Ebb and Flow (recently closed) is a three-person exhibition at Cincinnati Art Underground, in OTR. The work of Cincinnati artists Kristine Donnelly and Erin Mahorney fill the gallery walls. A sculpture by Florida artist Noah Z. Brock occupies the center of the space.
What connects these works, otherwise diverse in terms of media, is their use of transparency and opacity to define the illusory ebb and flow of visual space. Donnelly’s work deftly navigates a balance between positive and negative in her cut paper sculptures and flat works. Conversely, Mahorney paints large areas of heavy opacity to create emphasis on brief glimpses of open, airy space. Brock employs a transparent material and makes it disappear almost completely into a dense black void.
In “Pose”, Donnelly activates emptiness to the level of protagonist in terms of figure/ground relationship. Here, several rolls of hand-cut paper, mounted on the wall, unravel at varying lengths. Each roll is 8” wide by almost 9 feet long, cut in a detailed, repetitive wallpaper pattern. The ivory paper rests against a black wall that accentuates thousands of holes, boggling any mind that may imagine the countless hours involved in carefully slicing away so much extraneous material. Donnelly draws inspiration from pattern and textile design. Her intricate drawings are formed into draped sculptures, wall pieces, and layered framed prints. The use of Tyvek to create the draped sculptures enables thin, delicate lines to suspend the weight of masses of material. In the exhibition’s title piece, “Ebb and Flow”, this technique works to great effect, with a network of web-like paper strands hanging from two small strands on the ceiling, flowing down to its full bulk onto the floor. The delicate white piece resembles a lace veil. The framed, layered works provide another dimension for the artist to explore the medium of cut paper. Made from acrylic screen print and hand cut Hosho paper, these works have the added elements of figuration in the imagery, and of color floating in and out of the positive and negative spaces of the cuts. In “Big Leap: One”, screen-printed floral patterns in multiple colors create depth behind the darkest top layer. In “Remembering Hiroshige”, a circular moon and silhouette motif, recalling the famous Ukiyo-e artist, is repeated, while the silkscreened imagery incorporates a partially obscured figure.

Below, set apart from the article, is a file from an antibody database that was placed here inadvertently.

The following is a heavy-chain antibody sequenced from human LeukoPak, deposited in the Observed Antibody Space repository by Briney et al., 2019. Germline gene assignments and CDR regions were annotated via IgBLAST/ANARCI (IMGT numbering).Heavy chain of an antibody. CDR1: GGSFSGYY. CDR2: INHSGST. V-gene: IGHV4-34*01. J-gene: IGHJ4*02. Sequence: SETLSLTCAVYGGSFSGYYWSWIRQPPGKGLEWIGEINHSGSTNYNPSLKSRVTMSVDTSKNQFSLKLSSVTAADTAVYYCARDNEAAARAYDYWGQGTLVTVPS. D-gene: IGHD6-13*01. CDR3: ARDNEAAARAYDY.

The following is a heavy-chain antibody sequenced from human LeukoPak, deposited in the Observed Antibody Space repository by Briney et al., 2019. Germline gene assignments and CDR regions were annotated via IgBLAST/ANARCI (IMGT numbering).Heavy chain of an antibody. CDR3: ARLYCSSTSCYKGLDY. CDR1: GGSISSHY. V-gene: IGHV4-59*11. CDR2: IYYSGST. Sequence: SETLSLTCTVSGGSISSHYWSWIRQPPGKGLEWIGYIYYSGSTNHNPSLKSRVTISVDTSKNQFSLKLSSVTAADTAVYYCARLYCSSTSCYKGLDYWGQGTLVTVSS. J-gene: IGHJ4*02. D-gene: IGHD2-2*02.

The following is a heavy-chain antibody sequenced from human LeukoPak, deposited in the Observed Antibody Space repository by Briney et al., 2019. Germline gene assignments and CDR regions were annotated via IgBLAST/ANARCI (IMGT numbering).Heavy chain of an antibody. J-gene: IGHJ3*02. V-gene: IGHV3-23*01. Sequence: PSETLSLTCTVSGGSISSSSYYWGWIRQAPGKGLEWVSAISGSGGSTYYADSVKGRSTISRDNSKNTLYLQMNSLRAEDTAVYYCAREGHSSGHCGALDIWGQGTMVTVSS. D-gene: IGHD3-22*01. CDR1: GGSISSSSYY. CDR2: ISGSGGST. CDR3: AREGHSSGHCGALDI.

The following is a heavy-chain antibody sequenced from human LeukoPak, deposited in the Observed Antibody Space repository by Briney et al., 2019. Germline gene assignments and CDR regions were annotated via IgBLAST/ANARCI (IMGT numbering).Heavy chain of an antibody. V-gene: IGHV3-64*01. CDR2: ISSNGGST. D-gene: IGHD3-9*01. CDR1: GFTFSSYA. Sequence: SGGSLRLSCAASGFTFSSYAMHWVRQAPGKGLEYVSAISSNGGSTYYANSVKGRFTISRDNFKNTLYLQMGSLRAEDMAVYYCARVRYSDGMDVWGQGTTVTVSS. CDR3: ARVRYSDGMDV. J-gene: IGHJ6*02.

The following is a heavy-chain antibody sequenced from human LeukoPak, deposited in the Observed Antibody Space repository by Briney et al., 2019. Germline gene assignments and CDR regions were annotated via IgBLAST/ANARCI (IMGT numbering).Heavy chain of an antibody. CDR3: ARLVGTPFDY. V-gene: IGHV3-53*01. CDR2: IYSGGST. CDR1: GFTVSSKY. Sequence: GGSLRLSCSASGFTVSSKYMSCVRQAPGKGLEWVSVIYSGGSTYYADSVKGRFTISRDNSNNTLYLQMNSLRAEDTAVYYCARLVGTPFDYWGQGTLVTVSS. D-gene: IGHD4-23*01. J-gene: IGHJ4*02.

Mahorney’s abstract paintings are derived from travels and nature. Cheerfully colored with reds, greens, pinks, and oranges, suggestions of flowers and leaves are rendered in fragments, and partially obscured by dense patches of white and light toned regions. They appear like musings of not-quite-clear memories, with moments of intensity searing parts of the canvas, while other sections fade into mist. In “It Might Rain”, white coneflower forms set against brilliant magenta and orange swim in a field of white and murky cyan, punctuated by long dark drips. Bold colors in “Bali Comes Alive” vibrate against their dark background, only to be swallowed up by a mass of thick white foreground strokes.
Brock’s single sculpture is a small fountain, previously exhibited at Aqua Art Miami during Art Basel. Called “Newton’s Bucket”, the artwork references an experiment by Sir Isaac Newton designed to demonstrate the nature of rotational motion. In the experiment, a spinning bucket gradually causes the surface of the water it contains to spin and also become concave. Brock’s sleek, modernist design incorporates a gently spinning bowl raised by a pedestal, white on the outside and black on the inside of the bowl. Due to the black interior, the smooth surface of the water does not appear to reflect any light, making it nearly invisible. With its deep black hole encircled by a rhythmically moving white lip, the piece succeeds in engaging viewers as they to peer down, hypnotically drawn in to see what’s there.
–Susan Byrnes is a visual artist whose work encompasses traditional and contemporary forms and practices, including sculpture, multimedia installation, radio broadcasts, writing, and curatorial projects. She earned an MFA from Eastern Michigan University and a BFA from Syracuse University. She currently resides in Cincinnati, OH.